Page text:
Arriving at Camp Katur early afternoon, we checked in and walked through the woods and across a lovely meadowy field to our home for the next two nights. We were staying in Afia, a tent which came with a comfy sofa, a woodburner, gas stove, running water and beds for up to 8 people. There was also a private bathroom in a shed, a roomy veranda, a brick BBQ and peace. So much peace.
I really loved having our own en suite shed. It had a cute tin bucket sink, a proper toilet and a shower. It was clean and it was ours. I don’t mind shared facilities, but having your own really feels like a bit of luxury in the woods.
There is no electricity; so the heating is from your woodburner and your lights are from torches, candles and little strings of battery powered fairy lights which are dotted around the place. There were plenty of candles supplied and once you’d lit all the lanterns it was really cosy.
The safari tent really was a little spot of luxury in the woods. There were three bedrooms, a kitchen area, dining table and chairs and a huge leather sofa. Lots of outdoor seating, and of course the en suite shed. It was everything you could want. Perfect for a big family or a group of friends. We loved it.
Although there are a number of tents and pods dotted around the place, there is plenty of room between them and honestly we didn’t hear a peep from anyone else the whole time we were there. There were other families there and most of the kids congregated in the long grass in the middle of the field, playing games and chasing each other, which was great for our boy who quickly made friends and disappeared for hours, only returning for juice and snacks.
The glamping village itself is well thought out. There’s a small shed shop with limited opening hours; though soon after we arrived one of the lovely wardens came over to check everything was ok and to ask if we needed anything from the shop – we did, we got a couple of disposable barbecues.
Camp Katur also has a BBQ Grill Cabin you can hire and an Eco Spa which I walked past lustfully several times. Next time we visit, I am totally booking that out for a few hours. In the Eco Spa there’s a sauna, a hot tub, a little zen garden and some chairs to recline on. Elsewhere there’s a huge adventure playground for kids, a swing park and you can book yourself on quad biking sessions, a high ropes course, segway rides and footgolf. There’s so much going on, but it’s so peaceful you’d never know unless your sought it out.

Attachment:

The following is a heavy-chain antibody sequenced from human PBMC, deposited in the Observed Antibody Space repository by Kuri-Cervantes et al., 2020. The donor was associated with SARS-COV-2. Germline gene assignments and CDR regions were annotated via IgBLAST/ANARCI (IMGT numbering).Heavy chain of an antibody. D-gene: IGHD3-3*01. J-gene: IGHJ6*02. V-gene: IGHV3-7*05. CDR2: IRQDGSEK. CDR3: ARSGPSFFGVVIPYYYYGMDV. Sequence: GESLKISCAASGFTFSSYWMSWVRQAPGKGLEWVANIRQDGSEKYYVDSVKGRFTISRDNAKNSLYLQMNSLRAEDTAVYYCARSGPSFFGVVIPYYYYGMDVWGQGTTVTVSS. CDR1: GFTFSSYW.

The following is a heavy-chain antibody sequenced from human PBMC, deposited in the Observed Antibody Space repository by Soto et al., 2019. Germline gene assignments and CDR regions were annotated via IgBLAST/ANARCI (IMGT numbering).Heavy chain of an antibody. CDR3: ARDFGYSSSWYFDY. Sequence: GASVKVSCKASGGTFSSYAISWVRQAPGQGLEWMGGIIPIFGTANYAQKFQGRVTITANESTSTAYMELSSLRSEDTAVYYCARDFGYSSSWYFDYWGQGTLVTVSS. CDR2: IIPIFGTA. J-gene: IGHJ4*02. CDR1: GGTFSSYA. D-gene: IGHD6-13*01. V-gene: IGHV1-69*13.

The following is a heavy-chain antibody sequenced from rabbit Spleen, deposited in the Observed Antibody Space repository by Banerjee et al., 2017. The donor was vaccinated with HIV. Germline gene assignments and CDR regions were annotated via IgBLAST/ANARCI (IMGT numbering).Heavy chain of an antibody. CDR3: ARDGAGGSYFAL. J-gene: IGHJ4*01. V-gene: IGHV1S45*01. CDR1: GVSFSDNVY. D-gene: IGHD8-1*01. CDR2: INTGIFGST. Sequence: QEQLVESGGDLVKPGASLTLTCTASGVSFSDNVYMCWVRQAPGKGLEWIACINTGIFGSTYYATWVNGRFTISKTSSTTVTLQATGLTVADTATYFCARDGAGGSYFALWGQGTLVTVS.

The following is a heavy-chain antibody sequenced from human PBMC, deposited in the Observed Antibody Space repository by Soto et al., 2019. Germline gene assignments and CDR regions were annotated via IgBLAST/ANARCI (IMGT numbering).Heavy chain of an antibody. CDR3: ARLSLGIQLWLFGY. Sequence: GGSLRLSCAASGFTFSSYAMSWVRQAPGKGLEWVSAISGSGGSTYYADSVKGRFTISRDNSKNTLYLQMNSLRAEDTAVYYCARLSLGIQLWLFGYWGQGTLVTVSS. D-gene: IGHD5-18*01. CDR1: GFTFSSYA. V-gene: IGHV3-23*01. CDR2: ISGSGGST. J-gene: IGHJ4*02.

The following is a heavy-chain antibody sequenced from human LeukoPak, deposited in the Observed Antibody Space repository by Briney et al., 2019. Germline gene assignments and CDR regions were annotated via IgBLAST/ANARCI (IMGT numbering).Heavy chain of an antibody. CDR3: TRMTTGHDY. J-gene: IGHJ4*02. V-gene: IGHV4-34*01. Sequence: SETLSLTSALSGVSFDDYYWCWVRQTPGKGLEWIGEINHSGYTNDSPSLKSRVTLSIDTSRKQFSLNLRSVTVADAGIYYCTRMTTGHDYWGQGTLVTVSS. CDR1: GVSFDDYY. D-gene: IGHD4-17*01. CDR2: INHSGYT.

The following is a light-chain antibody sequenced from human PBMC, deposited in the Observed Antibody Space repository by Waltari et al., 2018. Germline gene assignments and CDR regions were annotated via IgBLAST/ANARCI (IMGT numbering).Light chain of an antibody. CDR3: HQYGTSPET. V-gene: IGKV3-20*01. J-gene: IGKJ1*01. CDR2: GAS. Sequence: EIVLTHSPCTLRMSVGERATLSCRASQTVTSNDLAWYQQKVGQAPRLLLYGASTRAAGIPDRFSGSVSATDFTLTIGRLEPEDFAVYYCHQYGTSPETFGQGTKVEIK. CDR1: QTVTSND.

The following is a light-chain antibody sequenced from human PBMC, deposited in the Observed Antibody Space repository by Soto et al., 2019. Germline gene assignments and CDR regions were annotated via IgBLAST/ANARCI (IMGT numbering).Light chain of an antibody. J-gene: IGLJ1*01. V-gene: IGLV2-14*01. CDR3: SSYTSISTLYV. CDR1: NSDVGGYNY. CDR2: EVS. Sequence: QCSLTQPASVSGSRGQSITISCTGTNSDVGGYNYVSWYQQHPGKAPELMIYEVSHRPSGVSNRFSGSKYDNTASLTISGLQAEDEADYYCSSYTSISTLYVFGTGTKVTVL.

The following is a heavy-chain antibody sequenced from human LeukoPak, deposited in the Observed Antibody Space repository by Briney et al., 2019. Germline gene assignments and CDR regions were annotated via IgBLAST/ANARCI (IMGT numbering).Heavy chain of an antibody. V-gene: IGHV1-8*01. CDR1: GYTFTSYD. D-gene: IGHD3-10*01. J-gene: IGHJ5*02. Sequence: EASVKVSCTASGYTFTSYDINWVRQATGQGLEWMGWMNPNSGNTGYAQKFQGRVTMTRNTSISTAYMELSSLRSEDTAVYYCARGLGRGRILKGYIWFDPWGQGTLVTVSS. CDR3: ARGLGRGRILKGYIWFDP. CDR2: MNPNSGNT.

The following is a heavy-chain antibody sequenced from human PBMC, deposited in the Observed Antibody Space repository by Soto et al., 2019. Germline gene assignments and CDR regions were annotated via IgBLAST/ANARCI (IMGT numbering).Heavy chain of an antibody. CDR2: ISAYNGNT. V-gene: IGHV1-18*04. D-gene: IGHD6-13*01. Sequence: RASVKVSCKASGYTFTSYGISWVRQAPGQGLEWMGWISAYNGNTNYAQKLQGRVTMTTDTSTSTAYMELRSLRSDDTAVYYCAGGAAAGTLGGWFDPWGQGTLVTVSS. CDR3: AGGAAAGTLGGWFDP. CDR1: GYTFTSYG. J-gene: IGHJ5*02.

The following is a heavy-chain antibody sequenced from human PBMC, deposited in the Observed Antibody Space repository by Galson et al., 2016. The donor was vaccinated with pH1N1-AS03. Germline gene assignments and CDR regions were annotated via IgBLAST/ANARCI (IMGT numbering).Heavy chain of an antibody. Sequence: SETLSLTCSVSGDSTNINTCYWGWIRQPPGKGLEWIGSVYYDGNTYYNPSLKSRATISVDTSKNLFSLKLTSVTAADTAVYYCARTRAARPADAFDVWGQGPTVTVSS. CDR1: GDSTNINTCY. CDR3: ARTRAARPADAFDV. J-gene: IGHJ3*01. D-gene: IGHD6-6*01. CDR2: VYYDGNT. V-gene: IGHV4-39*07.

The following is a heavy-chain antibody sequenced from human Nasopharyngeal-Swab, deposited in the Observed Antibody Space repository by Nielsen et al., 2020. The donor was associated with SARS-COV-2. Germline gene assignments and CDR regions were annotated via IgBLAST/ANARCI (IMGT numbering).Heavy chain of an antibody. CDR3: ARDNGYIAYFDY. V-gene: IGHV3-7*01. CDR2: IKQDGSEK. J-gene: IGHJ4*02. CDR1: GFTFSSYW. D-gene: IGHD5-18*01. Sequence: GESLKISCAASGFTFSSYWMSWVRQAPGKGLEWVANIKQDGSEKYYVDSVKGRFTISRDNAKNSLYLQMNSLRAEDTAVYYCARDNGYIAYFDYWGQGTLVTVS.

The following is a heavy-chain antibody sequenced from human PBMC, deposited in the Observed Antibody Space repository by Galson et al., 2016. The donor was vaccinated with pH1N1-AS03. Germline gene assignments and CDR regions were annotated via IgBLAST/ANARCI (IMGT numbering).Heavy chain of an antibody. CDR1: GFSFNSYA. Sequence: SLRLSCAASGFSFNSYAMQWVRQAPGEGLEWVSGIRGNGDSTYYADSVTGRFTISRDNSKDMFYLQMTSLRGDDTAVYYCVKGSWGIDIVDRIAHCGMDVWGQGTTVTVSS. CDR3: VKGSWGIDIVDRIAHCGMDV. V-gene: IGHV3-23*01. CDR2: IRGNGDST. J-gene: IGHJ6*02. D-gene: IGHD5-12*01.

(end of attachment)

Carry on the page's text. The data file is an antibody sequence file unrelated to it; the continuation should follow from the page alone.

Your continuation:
Our nights in the safari tent was really cosy. As the sun set we would move inside, light the woodburner, snuggle under blankets and read to each other by candlelight. The beds inside the tent were real beds, with proper memory-foam mattresses. We filled hot water bottles and snuggled down to sleep, and sleep we did. We occasionally heard the screech of an owl in the woods; but they were two of the best nights sleep I’d had in a long while.
Whilst there’s lots to do on site, we had plans to explore the area a bit. There are lots of local attractions and thing to do, but we fancied a walk and some scenery, so we visited Aysgarth Falls, about an hours drive away. It was well worth the drive, we took a picnic and had a good walk. We stopped in Bedale on the way home to buy some provisions for the night. Bedale is a really lovely market town which a great butchers, bakers, a couple of small supermarkets and a really good chip shop.
There’s plenty of civilisation nearby; but camped out on the edge of the woods, looking out over a meadowy field, you could well be in the middle of nowhere. Camp Katur is a magical site. There’s plenty to do, buckets of peace and quiet and the time and the space to rest and wind down for a few days. Wind down we did. We read books; walked, talked, breathed in the fresh air; we played cards, reconnected and fell back in love with our family again. Simplicity does that.
I don’t know about you but I seem to spend the months of November to January running around like a mad thing; struggling to keep up with myself and all the festive preparations and chaos. We try to make a point of booking at least a weekend away just to escape and relax for a few days. I quite often leave it till the last minute to properly book; but we’ll have a few winter break options on the table and then decide depending on the weather and what we really fancy doing.
We love the coast during the winter; watching the stormy waves lash against the rocks. To be honest, we’ve often been really lucky with the weather and picked up some winter sunshine. I quite like the idea of a coastal jaunt this year; a bit of rosy-cheeked fresh air would do us the world of good.
If we can get ourselves organised, a few of the girls and I like grab a bit of time away and indulge in a spot of Christmas shopping. In previous years we’ve gone to a Christmas market somewhere and had a great time. Sometimes we’ll grab a city break and hit their high street for a change.
Last year a small group of us had a spa weekend at the end of November. It was bliss. Two days of pampering and relaxation away from everything. A little wind down before the chaos of the festive period kicked in. I loved it and it meant that when December started, I was ready for almost anything. Planning a little getaway a couple of times a year is pretty much what keeps me sane.
I’ve got a few nice things lined up for next year. Nothing wildly expensive, but just nice things that will give me something to look forward to during the long winter months.